Photogravure: An Early Photographic Printing
Process With A Modern Twist
led by: Peter Moseley
dates: 29 July - 2nd August 2013
this course has now finished!
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A selection of feedback from the course delegates:
‘Really nice group dynamic that the tutor drew upon to keep a very balanced teaching and learning environment’
‘The best aspect of the course was the tutor’s excellent expertise and wonderful approach to his practice’
‘I have enjoyed all aspects of the course – a good mixture of theory and practical instruction’
‘This course exceeded my expectations’
‘I cannot recommend the tutor and course enough. Peter’s expertise, patience and dry wit made this an exceptional experience’
‘Every aspect of this course was excellent including the tutor and his work - I have no criticisms’
‘It has been particularly useful to learn the digital aspects as well as the printing’
‘I was given plenty of attention and support’
‘This course was excellent value for money in every way’
‘Well-paced teaching, we were challenged to go just outside our comfort zone which was just right. Well thought out lessons’
‘The best aspects: non-stop challenge, very supportive tutor and good, well-motivated fellow students’
‘ Very straightforward teaching and very helpful’
‘The practical elements mixed with the information were well-balanced’
Photographic printing processes from the mid and late nineteenth century offer a wide variety of printed surface, colour and texture that differ markedly from the clean, sometimes almost sterile appearance of modern digital images. The early photographic processes (aka alternative photography) require a real hands-on approach in the choice of paper, chemistry and coating, and provide every opportunity for the printmaker to produce individual and beautifully aesthetic work.
The photogravure process was developed in the 1870s and became famous for the beauty and quality of its gravure prints. This is real, put on a proper apron and roll up your sleeves, printing. In outline, the process involves etching a photographic image into a plate which is then inked and put through the high-pressure rollers of an intaglio etching press sandwiched with handmade or art paper. Prints can be produced using special inks of any colour.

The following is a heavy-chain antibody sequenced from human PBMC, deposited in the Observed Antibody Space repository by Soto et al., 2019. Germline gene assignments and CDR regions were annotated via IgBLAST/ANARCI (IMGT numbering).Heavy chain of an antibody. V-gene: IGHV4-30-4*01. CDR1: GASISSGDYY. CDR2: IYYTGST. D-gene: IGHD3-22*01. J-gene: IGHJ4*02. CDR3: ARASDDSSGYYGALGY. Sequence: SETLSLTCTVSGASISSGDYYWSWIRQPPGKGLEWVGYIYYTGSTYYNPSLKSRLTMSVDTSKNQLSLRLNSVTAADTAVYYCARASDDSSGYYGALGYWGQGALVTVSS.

Originally the process involved etching the image into a copper plate, but there is a modern equivalent that is somewhat more manageable. A photosensitive polymer plate is exposed to ultra-violet light under a translucent acetate copy of the original image or photograph and then washed out in water. Where the plate has been protected from the light by dark parts of the acetate it remains soluble in water and these areas will be removed; where the plate is exposed to light it becomes hardened and these parts will not wash away. After it has been dried, the plate is covered in ink and then the surface ink removed by careful wiping. Ink remains in the lines, grooves and hollows, where the unhardened polymer has been washed away, and it is the ink in these depressions that forms the image when the plate is put through the press in contact with dampened art paper. It’s quite a performance but well worth the trouble, prints made by this method can be stunning.
This five day course will introduce course delegates to all the key aspects of the process including:
· Calibrating polymer plate exposure
· Producing the digital transparency
· Exposing, washing out and hardening the polymer plate
· Preparing the paper, inking the polymer plate and pulling the print
· Drying and protecting the print
Delegates will be able to make gravure prints from at least three of their own photographic images, from film negatives, photographic prints or digital files.
This course is suitable for beginners and no prior experience of intaglio printing or Photoshop (a computer program for editing digital images) is required. All materials will be provided.
The course tutor is Peter Moseley. He is a qualified teacher with over forty year’s experience as a photographer. He has an MA in Printmaking from Brighton University and is currently studying towards a PhD at the Centre for Fine Print Research, UWE. He has exhibited at solo and group shows and recent work has been shown at the Royal Society of Painter-Printmakers open exhibition in London and at the Royal West of England Academy in Bristol.